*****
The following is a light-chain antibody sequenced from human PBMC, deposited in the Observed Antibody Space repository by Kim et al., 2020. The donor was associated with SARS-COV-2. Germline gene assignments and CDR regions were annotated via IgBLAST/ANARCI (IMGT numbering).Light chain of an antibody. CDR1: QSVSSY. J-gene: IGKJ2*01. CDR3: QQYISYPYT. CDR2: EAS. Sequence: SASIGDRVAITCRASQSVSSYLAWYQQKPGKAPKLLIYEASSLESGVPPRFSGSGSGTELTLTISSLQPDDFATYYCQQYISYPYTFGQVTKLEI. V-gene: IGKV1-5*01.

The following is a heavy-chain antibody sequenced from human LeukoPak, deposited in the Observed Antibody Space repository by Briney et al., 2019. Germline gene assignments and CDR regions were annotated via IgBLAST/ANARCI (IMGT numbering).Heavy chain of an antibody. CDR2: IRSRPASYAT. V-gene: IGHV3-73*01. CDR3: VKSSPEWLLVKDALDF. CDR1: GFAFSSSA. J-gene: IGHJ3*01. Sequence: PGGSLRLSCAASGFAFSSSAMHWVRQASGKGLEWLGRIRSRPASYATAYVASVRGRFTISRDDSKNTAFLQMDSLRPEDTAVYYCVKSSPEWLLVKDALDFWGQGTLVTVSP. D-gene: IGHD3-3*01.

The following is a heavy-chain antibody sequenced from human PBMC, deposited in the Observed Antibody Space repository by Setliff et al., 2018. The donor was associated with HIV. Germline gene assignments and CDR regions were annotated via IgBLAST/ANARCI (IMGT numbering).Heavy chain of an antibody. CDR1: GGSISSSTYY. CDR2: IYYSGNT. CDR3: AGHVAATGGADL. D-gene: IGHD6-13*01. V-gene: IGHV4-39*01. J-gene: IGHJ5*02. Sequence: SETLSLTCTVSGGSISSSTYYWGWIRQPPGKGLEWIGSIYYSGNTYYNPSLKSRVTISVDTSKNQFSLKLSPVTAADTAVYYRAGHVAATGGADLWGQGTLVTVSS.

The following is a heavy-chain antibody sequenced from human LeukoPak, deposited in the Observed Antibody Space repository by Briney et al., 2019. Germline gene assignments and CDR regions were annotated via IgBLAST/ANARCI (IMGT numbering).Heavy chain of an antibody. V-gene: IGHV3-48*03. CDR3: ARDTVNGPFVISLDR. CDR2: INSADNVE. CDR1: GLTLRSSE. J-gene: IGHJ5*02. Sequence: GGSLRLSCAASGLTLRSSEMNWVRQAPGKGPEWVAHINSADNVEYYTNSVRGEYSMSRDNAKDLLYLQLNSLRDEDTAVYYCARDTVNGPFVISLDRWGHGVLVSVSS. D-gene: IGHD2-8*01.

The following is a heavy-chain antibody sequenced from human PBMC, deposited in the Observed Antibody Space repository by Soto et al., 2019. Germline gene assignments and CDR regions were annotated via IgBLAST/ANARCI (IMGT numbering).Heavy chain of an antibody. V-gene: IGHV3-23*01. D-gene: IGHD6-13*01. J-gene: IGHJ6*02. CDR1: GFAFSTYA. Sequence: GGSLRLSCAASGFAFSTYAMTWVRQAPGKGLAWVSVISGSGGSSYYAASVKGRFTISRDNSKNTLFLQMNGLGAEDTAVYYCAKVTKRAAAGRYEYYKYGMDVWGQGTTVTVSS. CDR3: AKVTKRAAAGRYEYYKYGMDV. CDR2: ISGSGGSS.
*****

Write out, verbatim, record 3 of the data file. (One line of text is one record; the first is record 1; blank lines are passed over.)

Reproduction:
The following is a heavy-chain antibody sequenced from human PBMC, deposited in the Observed Antibody Space repository by Setliff et al., 2018. The donor was associated with HIV. Germline gene assignments and CDR regions were annotated via IgBLAST/ANARCI (IMGT numbering).Heavy chain of an antibody. CDR1: GGSISSSTYY. CDR2: IYYSGNT. CDR3: AGHVAATGGADL. D-gene: IGHD6-13*01. V-gene: IGHV4-39*01. J-gene: IGHJ5*02. Sequence: SETLSLTCTVSGGSISSSTYYWGWIRQPPGKGLEWIGSIYYSGNTYYNPSLKSRVTISVDTSKNQFSLKLSPVTAADTAVYYRAGHVAATGGADLWGQGTLVTVSS.